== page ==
(1) This happening indicates that the "Judaizing controversy" was not fully settled by the Jerusalem council. (This will be discussed further in a later lesson.)
(2) This happening also furnishes background for the "sharp contention" between Barnabas and Paul, just as they were about to start on the second missionary journey. Evidently, there were other reasons, besides Mark, for this parting of the ways. (See Acts 15:36-40.)
(3) Here also is the explanation for the sharp break between Paul and Peter, which continued through succeeding years. Indeed, this may have been a foreshadowing of the decline of Jewish influence in the early Church, and the forthcoming parting of the ways between Judaism and Christianity. In this connection, it is significant that with the passing of the Apostles, leadership in the Church was taken over by Gentile Christians.
(4) In a metaphysical sense, Peter's actions at Antioch are sometimes duplicated in our experience. Faith (Peter), inspired by the word of Truth, leads us into new ventures, and urges us forward to new horizons. But at times we may become alarmed at our own temerity and its possible consequences, and we may seek a hurried return to what may be regarded as safer, or more conservative, positions—just as did Peter. The vision of greater freedom gives place to a renewal of bondage; the projected reforms or expansions of consciousness are abandoned; and we fall back on the forms and ceremonies of the traditional past. Perhaps this is why the well-known hymn urges all Christian soldiers to march "onward" (not "backward").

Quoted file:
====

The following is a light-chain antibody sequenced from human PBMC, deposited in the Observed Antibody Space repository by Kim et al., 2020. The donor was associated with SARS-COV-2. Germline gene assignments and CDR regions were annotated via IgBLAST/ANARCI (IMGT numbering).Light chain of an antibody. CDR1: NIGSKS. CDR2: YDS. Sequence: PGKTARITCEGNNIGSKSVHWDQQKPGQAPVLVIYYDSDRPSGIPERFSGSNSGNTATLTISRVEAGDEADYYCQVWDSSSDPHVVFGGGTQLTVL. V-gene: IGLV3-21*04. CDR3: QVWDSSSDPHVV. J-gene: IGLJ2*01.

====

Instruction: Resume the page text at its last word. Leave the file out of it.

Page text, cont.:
Acts 15:36-41; 16:1-5
2. THE SECOND MISSIONARY JOURNEY.
(1) Metaphysical Foreword
Reference has already been made to the historical importance of Paul's second missionary journey, but here an additional word regarding its metaphysical significance may be in order. In the second lesson of this course mention was made of Paul's early activities in persecuting the Christian Church, and it was explained how hethen symbolized the personal will. Later on, following his conversion, when all his energies were channeled into the service of Christ, Paul represented the consecrated will. But in Paul's missionary activities something further should be recognized, for there we have the symbology of the consecrated will carrying the freeing word of Truth to the various levels or phases of consciousness. The first missionary journey represents the start of this activity, while the second journey is symbolical of carrying Truth to those areas of consciousness where it has never before been realized. If somehow this important metaphysical teaching can be grasped right at the outset, the study of Paul's second missionary journey will immediately take on new present-day meaning and value.
(2) The Start
From a casual reading of the New Testament passage cited above, it might appear that Paul's purpose was merely to revisit the Christian groups organized during the first missionary journey. But later happenings indicate that the apostle's plans were of a more extensive nature. However, before a start could be made, a change in personnel seemed necessary. Barnabas again desired to take along young John Mark as assistant, despite the earlier failure. But Paul would not agree to this, apparently reasoning that Mark's previous record proved him unsuitable for the longer and more strenuous journey now projected, and the two apostles parted company. Paul then chose Silas to be his associate for this second missionary journey. Silas (also called Silvanus), it will be recalled, was appointed earlier by the Jerusalem council to accompany Paul and Barnabas on their return to Antioch. The name Silas seems to indicate a sturdy physique, plus perception and understanding, which would accord well with the strenuous activities and experiences awaiting the missionaries on this second journey.